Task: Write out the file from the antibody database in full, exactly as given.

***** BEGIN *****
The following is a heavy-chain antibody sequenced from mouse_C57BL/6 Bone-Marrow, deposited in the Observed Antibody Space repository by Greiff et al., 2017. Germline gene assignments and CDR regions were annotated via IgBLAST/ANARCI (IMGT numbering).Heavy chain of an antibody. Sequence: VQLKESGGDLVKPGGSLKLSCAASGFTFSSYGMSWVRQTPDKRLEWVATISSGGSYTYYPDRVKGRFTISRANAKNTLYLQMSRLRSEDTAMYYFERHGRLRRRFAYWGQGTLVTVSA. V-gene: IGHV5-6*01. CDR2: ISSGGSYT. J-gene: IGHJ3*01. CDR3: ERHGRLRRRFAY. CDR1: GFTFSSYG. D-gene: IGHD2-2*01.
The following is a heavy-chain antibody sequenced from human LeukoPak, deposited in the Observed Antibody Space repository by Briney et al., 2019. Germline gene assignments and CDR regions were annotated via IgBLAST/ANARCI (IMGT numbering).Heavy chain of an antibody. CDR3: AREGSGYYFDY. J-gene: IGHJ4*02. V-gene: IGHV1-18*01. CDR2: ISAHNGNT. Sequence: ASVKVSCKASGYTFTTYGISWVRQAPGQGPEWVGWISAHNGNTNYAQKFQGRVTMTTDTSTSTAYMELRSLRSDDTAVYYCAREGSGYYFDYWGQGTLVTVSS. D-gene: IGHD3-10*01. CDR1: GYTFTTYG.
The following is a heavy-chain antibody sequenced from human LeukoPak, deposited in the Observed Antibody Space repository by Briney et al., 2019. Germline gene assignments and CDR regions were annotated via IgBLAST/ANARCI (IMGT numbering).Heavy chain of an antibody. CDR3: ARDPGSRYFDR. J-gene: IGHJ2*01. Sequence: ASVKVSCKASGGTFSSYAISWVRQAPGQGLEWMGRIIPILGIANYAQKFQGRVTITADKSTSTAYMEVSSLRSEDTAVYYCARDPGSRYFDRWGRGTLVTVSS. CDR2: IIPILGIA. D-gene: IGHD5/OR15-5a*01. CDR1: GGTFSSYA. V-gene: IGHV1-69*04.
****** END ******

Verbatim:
The following is a heavy-chain antibody sequenced from mouse_C57BL/6 Bone-Marrow, deposited in the Observed Antibody Space repository by Greiff et al., 2017. Germline gene assignments and CDR regions were annotated via IgBLAST/ANARCI (IMGT numbering).Heavy chain of an antibody. Sequence: VQLKESGGDLVKPGGSLKLSCAASGFTFSSYGMSWVRQTPDKRLEWVATISSGGSYTYYPDRVKGRFTISRANAKNTLYLQMSRLRSEDTAMYYFERHGRLRRRFAYWGQGTLVTVSA. V-gene: IGHV5-6*01. CDR2: ISSGGSYT. J-gene: IGHJ3*01. CDR3: ERHGRLRRRFAY. CDR1: GFTFSSYG. D-gene: IGHD2-2*01.
The following is a heavy-chain antibody sequenced from human LeukoPak, deposited in the Observed Antibody Space repository by Briney et al., 2019. Germline gene assignments and CDR regions were annotated via IgBLAST/ANARCI (IMGT numbering).Heavy chain of an antibody. CDR3: AREGSGYYFDY. J-gene: IGHJ4*02. V-gene: IGHV1-18*01. CDR2: ISAHNGNT. Sequence: ASVKVSCKASGYTFTTYGISWVRQAPGQGPEWVGWISAHNGNTNYAQKFQGRVTMTTDTSTSTAYMELRSLRSDDTAVYYCAREGSGYYFDYWGQGTLVTVSS. D-gene: IGHD3-10*01. CDR1: GYTFTTYG.
The following is a heavy-chain antibody sequenced from human LeukoPak, deposited in the Observed Antibody Space repository by Briney et al., 2019. Germline gene assignments and CDR regions were annotated via IgBLAST/ANARCI (IMGT numbering).Heavy chain of an antibody. CDR3: ARDPGSRYFDR. J-gene: IGHJ2*01. Sequence: ASVKVSCKASGGTFSSYAISWVRQAPGQGLEWMGRIIPILGIANYAQKFQGRVTITADKSTSTAYMEVSSLRSEDTAVYYCARDPGSRYFDRWGRGTLVTVSS. CDR2: IIPILGIA. D-gene: IGHD5/OR15-5a*01. CDR1: GGTFSSYA. V-gene: IGHV1-69*04.